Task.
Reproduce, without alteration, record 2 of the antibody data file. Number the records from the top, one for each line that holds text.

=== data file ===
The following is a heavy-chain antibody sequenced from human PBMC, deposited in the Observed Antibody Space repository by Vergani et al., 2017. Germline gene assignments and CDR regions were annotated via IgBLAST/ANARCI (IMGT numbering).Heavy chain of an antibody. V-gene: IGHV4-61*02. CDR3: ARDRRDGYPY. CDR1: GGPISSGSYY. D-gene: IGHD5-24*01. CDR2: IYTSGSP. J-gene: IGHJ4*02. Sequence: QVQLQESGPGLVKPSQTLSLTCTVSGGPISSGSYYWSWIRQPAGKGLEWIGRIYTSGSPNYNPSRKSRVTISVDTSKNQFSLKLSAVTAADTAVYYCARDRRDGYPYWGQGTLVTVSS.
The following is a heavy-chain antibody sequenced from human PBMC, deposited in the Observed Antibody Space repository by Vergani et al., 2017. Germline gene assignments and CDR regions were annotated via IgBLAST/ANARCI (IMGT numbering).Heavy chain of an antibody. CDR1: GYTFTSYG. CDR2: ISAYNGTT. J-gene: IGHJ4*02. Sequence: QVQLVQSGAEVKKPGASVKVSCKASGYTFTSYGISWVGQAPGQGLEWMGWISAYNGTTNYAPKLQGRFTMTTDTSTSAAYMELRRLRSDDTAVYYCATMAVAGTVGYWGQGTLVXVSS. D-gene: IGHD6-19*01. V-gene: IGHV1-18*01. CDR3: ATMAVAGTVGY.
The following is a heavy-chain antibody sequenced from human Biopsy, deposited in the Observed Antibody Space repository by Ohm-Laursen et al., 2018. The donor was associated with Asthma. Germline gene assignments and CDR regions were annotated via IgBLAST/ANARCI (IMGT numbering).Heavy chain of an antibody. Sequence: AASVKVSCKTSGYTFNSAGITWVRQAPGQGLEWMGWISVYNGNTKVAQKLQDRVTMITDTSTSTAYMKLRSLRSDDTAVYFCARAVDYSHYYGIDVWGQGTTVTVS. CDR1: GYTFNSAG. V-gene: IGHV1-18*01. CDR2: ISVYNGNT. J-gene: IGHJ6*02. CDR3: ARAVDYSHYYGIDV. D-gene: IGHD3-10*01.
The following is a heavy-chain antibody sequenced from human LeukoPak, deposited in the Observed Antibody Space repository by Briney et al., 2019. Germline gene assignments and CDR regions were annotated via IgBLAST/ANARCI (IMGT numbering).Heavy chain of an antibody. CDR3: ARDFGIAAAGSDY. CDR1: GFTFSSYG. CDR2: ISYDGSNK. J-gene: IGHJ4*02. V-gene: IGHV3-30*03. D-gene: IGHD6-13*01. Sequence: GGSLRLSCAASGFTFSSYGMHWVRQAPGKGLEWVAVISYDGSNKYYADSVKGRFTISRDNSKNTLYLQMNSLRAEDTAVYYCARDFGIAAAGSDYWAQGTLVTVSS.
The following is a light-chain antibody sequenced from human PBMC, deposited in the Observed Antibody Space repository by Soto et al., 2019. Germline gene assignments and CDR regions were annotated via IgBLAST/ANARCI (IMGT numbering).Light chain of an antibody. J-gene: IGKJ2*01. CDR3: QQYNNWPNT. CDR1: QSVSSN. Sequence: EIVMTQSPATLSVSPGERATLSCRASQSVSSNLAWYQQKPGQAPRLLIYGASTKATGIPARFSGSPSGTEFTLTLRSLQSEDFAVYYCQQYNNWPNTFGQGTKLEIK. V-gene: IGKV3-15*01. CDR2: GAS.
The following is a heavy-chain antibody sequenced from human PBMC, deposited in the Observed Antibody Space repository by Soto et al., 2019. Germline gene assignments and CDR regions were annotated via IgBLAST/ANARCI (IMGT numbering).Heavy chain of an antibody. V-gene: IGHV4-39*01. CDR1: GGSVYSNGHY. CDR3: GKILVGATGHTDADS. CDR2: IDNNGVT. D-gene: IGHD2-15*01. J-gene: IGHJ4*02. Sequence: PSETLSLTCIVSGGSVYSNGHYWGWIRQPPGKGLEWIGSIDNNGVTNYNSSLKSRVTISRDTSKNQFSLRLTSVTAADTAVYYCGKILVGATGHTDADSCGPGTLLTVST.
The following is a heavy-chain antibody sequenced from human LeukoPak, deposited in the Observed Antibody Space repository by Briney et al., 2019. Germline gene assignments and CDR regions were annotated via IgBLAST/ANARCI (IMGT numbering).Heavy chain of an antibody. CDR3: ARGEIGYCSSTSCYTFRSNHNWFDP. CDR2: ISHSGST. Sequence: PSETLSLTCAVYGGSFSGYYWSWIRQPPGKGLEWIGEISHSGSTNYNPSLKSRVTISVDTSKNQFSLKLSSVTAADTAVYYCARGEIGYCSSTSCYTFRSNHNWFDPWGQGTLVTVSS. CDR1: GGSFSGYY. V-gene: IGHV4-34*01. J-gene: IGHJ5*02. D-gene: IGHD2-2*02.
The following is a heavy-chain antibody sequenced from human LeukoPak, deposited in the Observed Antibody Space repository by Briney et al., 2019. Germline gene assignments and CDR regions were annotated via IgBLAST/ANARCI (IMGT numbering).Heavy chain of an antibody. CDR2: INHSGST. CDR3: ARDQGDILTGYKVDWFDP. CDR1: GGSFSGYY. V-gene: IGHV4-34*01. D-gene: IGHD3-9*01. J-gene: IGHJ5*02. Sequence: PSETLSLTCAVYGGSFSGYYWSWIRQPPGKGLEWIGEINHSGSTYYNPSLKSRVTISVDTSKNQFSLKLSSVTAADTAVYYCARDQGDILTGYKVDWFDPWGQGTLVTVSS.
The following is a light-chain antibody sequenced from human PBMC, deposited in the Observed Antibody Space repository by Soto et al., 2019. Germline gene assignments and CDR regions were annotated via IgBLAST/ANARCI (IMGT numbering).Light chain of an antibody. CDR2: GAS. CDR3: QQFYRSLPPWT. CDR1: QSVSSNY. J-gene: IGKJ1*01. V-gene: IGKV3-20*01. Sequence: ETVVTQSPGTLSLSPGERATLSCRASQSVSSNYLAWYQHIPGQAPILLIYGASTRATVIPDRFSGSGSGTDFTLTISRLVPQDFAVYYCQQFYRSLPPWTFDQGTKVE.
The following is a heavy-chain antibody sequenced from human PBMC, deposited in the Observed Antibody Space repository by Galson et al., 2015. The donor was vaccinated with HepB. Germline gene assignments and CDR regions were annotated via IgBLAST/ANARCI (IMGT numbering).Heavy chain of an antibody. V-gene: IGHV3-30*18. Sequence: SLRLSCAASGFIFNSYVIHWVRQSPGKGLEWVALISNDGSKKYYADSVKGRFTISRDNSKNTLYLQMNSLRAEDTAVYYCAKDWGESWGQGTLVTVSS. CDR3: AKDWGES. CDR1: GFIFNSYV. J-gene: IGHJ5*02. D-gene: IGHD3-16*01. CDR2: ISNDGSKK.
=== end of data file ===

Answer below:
The following is a heavy-chain antibody sequenced from human PBMC, deposited in the Observed Antibody Space repository by Vergani et al., 2017. Germline gene assignments and CDR regions were annotated via IgBLAST/ANARCI (IMGT numbering).Heavy chain of an antibody. CDR1: GYTFTSYG. CDR2: ISAYNGTT. J-gene: IGHJ4*02. Sequence: QVQLVQSGAEVKKPGASVKVSCKASGYTFTSYGISWVGQAPGQGLEWMGWISAYNGTTNYAPKLQGRFTMTTDTSTSAAYMELRRLRSDDTAVYYCATMAVAGTVGYWGQGTLVXVSS. D-gene: IGHD6-19*01. V-gene: IGHV1-18*01. CDR3: ATMAVAGTVGY.